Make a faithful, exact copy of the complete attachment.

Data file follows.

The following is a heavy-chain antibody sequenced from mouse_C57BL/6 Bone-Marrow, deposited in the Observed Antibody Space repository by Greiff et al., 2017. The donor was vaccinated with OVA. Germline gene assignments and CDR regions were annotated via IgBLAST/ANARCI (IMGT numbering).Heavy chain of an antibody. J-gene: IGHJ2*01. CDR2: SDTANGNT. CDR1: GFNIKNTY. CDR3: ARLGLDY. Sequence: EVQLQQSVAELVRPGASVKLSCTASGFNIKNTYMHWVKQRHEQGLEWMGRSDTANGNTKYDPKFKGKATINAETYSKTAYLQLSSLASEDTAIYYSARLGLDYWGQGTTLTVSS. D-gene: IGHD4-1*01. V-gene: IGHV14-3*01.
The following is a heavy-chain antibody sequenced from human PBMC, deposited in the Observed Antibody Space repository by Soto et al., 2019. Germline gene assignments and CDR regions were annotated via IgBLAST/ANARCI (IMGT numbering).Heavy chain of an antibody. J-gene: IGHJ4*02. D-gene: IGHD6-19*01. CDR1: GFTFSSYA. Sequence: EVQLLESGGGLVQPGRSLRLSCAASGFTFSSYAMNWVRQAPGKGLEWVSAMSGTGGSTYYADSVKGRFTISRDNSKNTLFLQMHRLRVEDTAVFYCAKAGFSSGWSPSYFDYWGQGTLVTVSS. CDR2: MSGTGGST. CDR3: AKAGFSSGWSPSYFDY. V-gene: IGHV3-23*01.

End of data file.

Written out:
The following is a heavy-chain antibody sequenced from mouse_C57BL/6 Bone-Marrow, deposited in the Observed Antibody Space repository by Greiff et al., 2017. The donor was vaccinated with OVA. Germline gene assignments and CDR regions were annotated via IgBLAST/ANARCI (IMGT numbering).Heavy chain of an antibody. J-gene: IGHJ2*01. CDR2: SDTANGNT. CDR1: GFNIKNTY. CDR3: ARLGLDY. Sequence: EVQLQQSVAELVRPGASVKLSCTASGFNIKNTYMHWVKQRHEQGLEWMGRSDTANGNTKYDPKFKGKATINAETYSKTAYLQLSSLASEDTAIYYSARLGLDYWGQGTTLTVSS. D-gene: IGHD4-1*01. V-gene: IGHV14-3*01.
The following is a heavy-chain antibody sequenced from human PBMC, deposited in the Observed Antibody Space repository by Soto et al., 2019. Germline gene assignments and CDR regions were annotated via IgBLAST/ANARCI (IMGT numbering).Heavy chain of an antibody. J-gene: IGHJ4*02. D-gene: IGHD6-19*01. CDR1: GFTFSSYA. Sequence: EVQLLESGGGLVQPGRSLRLSCAASGFTFSSYAMNWVRQAPGKGLEWVSAMSGTGGSTYYADSVKGRFTISRDNSKNTLFLQMHRLRVEDTAVFYCAKAGFSSGWSPSYFDYWGQGTLVTVSS. CDR2: MSGTGGST. CDR3: AKAGFSSGWSPSYFDY. V-gene: IGHV3-23*01.